A Ponzi scheme is a scam where someone pretends to have a good investment opportunity, but they don’t. They can take many forms and use different platforms to scam people, such as email, fake websites, social media platforms like Twitter, Facebook, Instagram, and dating apps, but also face-to-face. Scammers use the money from new investors to pay the old investors, making it look like the investment is working (we’ve all seen The Tinder Swindler). But they keep most of the money for themselves. The scam falls apart when there are no more new investors or when too many old investors want their money back. One of the most notorious examples of a crypto Ponzi scheme is the infamous Sam Bankman-Fried and FTX fiasco, which was uncovered in November 2022. FTX caused a domino effect and the resulting shockwave still feels strong on the crypto market. You can read more about the shocking scandal that left the crypto community speechless here.
Pump and dump
This is one of the most popular types of scams – an investment scam, where scammers hype up publicly (through email & social media campaigns) a new project, coin, or NFT to get funding. After they get the money, they disappear with it, leaving investors with worthless tokens… To put it simply it’s like buying a ticket for a concert that never happens, except you can’t get a refund or complain to anyone.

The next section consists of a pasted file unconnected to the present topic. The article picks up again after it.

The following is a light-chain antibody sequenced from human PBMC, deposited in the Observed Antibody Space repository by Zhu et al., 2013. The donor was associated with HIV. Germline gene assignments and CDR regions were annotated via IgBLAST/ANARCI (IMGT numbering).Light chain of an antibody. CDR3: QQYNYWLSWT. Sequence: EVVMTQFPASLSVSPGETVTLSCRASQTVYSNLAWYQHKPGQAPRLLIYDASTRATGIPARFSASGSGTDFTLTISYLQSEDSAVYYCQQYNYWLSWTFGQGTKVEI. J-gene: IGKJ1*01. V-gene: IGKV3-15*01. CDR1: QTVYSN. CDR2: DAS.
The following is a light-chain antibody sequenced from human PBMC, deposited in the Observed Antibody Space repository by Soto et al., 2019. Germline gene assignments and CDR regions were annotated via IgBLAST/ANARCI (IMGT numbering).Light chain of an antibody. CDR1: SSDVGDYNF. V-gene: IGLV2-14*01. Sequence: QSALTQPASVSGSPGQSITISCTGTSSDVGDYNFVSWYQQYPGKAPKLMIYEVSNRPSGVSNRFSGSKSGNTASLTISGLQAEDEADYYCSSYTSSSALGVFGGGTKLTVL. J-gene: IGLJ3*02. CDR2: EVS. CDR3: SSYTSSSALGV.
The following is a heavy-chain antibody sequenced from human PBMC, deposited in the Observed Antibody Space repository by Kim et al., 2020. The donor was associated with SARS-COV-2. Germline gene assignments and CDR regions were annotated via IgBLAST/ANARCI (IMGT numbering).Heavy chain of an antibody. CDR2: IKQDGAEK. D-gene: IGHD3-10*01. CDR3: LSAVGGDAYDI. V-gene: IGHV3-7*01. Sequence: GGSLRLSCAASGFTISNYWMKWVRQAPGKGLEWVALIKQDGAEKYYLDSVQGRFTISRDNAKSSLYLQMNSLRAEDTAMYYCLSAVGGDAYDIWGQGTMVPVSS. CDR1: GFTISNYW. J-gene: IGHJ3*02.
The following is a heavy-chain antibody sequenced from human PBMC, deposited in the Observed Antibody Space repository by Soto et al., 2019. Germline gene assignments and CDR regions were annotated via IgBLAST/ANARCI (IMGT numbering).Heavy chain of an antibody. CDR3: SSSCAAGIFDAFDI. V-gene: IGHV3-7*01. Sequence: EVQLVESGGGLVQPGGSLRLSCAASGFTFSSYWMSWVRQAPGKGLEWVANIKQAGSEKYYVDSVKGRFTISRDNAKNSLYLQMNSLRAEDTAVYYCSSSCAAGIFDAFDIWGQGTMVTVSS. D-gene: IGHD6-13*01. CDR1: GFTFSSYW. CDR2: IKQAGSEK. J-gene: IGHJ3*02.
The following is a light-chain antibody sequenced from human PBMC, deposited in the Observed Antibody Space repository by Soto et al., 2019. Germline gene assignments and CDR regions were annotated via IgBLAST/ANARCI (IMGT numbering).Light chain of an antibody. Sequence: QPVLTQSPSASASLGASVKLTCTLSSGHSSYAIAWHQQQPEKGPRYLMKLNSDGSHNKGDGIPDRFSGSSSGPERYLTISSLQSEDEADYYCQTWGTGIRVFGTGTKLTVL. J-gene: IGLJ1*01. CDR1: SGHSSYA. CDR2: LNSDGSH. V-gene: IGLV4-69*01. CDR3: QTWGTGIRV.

One example of a crypto scam involving pump and dump is the case of the Bored Ape Yacht Club NFT collection. According to some estimates, the hackers stole around $1.7 million worth of NFTs in this scam.
Rug pull is similar to pump and dump but in this case, the scammers prevent investors from selling their tokens after buying them. With rug pull scams, we can typically see the developer(s) of that certain project hyping it up and gaining legitimacy on social media platforms, like Twitter, before abandoning the project suddenly.